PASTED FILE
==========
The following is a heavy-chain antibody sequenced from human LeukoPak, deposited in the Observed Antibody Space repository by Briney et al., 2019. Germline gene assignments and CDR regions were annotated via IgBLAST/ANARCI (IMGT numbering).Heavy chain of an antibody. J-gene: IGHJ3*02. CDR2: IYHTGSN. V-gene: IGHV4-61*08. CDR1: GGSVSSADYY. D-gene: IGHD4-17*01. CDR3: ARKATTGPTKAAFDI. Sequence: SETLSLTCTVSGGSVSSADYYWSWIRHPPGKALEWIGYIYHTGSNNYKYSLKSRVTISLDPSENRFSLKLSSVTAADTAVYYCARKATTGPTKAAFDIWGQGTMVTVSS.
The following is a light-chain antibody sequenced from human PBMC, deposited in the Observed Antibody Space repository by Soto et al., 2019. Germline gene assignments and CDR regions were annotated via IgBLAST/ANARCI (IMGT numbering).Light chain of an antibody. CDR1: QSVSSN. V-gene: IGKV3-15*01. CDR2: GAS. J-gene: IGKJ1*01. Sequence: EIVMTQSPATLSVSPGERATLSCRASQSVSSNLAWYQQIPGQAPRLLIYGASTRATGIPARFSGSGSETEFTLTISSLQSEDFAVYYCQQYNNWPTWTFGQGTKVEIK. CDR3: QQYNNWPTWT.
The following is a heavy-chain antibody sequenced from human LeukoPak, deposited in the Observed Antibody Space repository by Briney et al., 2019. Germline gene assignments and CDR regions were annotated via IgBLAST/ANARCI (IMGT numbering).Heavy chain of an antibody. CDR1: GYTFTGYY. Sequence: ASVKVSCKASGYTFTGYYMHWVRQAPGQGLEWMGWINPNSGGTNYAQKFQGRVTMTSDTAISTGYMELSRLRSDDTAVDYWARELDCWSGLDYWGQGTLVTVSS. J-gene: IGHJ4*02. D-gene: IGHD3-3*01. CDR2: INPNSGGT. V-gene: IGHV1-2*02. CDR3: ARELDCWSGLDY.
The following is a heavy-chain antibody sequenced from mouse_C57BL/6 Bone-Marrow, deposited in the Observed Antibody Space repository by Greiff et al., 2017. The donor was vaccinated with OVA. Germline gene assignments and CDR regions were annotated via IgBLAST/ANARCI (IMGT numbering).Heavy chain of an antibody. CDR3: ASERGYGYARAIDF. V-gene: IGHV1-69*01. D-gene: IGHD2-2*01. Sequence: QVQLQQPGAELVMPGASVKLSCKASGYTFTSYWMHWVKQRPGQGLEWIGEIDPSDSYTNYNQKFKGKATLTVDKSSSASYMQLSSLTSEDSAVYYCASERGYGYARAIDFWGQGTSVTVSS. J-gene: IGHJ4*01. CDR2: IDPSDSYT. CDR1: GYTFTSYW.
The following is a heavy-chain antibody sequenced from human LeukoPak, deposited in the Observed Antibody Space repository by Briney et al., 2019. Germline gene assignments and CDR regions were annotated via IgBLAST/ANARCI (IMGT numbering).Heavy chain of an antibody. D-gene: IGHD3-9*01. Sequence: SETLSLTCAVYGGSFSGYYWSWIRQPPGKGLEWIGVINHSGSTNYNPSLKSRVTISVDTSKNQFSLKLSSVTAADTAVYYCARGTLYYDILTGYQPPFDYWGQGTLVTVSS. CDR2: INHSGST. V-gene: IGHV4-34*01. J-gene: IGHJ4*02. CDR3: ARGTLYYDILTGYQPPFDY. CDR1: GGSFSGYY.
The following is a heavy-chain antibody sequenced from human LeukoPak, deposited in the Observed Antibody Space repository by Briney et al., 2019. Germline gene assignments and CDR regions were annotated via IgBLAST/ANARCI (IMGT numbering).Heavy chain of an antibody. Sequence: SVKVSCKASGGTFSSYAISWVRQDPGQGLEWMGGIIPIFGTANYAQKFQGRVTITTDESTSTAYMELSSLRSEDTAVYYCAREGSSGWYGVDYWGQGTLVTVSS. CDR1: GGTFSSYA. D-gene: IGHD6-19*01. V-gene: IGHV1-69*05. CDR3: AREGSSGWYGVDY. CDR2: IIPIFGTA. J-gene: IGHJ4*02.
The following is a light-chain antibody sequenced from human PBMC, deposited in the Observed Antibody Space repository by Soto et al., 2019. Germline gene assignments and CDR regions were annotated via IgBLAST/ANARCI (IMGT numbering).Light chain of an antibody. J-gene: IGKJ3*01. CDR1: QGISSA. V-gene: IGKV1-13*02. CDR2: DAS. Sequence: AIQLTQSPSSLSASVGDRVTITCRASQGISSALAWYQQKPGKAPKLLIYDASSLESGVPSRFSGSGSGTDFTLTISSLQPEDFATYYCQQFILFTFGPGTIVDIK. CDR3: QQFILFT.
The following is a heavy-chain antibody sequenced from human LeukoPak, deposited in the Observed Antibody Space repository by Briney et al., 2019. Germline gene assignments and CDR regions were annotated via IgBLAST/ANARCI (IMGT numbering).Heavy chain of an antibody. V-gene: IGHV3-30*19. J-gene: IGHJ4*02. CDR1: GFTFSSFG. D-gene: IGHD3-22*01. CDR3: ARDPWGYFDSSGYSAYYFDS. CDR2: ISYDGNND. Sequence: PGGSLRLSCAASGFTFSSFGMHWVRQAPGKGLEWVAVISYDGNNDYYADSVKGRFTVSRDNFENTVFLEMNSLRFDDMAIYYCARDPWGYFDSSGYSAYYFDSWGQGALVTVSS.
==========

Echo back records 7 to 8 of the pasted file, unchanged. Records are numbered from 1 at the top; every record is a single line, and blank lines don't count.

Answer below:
The following is a light-chain antibody sequenced from human PBMC, deposited in the Observed Antibody Space repository by Soto et al., 2019. Germline gene assignments and CDR regions were annotated via IgBLAST/ANARCI (IMGT numbering).Light chain of an antibody. J-gene: IGKJ3*01. CDR1: QGISSA. V-gene: IGKV1-13*02. CDR2: DAS. Sequence: AIQLTQSPSSLSASVGDRVTITCRASQGISSALAWYQQKPGKAPKLLIYDASSLESGVPSRFSGSGSGTDFTLTISSLQPEDFATYYCQQFILFTFGPGTIVDIK. CDR3: QQFILFT.
The following is a heavy-chain antibody sequenced from human LeukoPak, deposited in the Observed Antibody Space repository by Briney et al., 2019. Germline gene assignments and CDR regions were annotated via IgBLAST/ANARCI (IMGT numbering).Heavy chain of an antibody. V-gene: IGHV3-30*19. J-gene: IGHJ4*02. CDR1: GFTFSSFG. D-gene: IGHD3-22*01. CDR3: ARDPWGYFDSSGYSAYYFDS. CDR2: ISYDGNND. Sequence: PGGSLRLSCAASGFTFSSFGMHWVRQAPGKGLEWVAVISYDGNNDYYADSVKGRFTVSRDNFENTVFLEMNSLRFDDMAIYYCARDPWGYFDSSGYSAYYFDSWGQGALVTVSS.